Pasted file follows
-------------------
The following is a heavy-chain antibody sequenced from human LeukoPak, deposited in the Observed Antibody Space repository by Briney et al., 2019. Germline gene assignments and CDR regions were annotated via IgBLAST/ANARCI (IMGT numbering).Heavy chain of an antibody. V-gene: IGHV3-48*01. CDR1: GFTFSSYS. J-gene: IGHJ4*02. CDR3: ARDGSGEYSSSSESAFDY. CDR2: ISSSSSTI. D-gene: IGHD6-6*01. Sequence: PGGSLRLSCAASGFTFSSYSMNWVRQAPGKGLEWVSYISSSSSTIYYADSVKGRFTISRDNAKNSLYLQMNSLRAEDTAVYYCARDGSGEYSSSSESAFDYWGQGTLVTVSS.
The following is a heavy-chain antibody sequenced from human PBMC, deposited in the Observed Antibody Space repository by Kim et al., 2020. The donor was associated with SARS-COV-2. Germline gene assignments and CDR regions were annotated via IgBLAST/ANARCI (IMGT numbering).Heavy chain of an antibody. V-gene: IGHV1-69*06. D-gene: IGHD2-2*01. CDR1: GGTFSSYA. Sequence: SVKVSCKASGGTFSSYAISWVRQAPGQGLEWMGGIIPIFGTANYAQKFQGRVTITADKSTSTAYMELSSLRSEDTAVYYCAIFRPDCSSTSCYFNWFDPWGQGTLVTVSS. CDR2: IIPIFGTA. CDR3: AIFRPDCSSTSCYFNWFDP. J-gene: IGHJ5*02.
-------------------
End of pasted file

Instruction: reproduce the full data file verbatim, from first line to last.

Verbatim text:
The following is a heavy-chain antibody sequenced from human LeukoPak, deposited in the Observed Antibody Space repository by Briney et al., 2019. Germline gene assignments and CDR regions were annotated via IgBLAST/ANARCI (IMGT numbering).Heavy chain of an antibody. V-gene: IGHV3-48*01. CDR1: GFTFSSYS. J-gene: IGHJ4*02. CDR3: ARDGSGEYSSSSESAFDY. CDR2: ISSSSSTI. D-gene: IGHD6-6*01. Sequence: PGGSLRLSCAASGFTFSSYSMNWVRQAPGKGLEWVSYISSSSSTIYYADSVKGRFTISRDNAKNSLYLQMNSLRAEDTAVYYCARDGSGEYSSSSESAFDYWGQGTLVTVSS.
The following is a heavy-chain antibody sequenced from human PBMC, deposited in the Observed Antibody Space repository by Kim et al., 2020. The donor was associated with SARS-COV-2. Germline gene assignments and CDR regions were annotated via IgBLAST/ANARCI (IMGT numbering).Heavy chain of an antibody. V-gene: IGHV1-69*06. D-gene: IGHD2-2*01. CDR1: GGTFSSYA. Sequence: SVKVSCKASGGTFSSYAISWVRQAPGQGLEWMGGIIPIFGTANYAQKFQGRVTITADKSTSTAYMELSSLRSEDTAVYYCAIFRPDCSSTSCYFNWFDPWGQGTLVTVSS. CDR2: IIPIFGTA. CDR3: AIFRPDCSSTSCYFNWFDP. J-gene: IGHJ5*02.